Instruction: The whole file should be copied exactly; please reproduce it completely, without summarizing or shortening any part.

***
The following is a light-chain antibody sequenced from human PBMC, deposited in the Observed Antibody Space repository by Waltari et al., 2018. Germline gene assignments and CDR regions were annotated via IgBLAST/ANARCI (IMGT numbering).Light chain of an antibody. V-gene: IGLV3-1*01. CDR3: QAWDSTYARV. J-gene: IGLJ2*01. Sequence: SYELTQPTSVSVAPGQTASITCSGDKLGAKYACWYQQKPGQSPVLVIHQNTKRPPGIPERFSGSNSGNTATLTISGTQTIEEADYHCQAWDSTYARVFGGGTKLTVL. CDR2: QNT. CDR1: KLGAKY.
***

The following is a light-chain antibody sequenced from human PBMC, deposited in the Observed Antibody Space repository by Waltari et al., 2018. Germline gene assignments and CDR regions were annotated via IgBLAST/ANARCI (IMGT numbering).Light chain of an antibody. V-gene: IGLV3-1*01. CDR3: QAWDSTYARV. J-gene: IGLJ2*01. Sequence: SYELTQPTSVSVAPGQTASITCSGDKLGAKYACWYQQKPGQSPVLVIHQNTKRPPGIPERFSGSNSGNTATLTISGTQTIEEADYHCQAWDSTYARVFGGGTKLTVL. CDR2: QNT. CDR1: KLGAKY.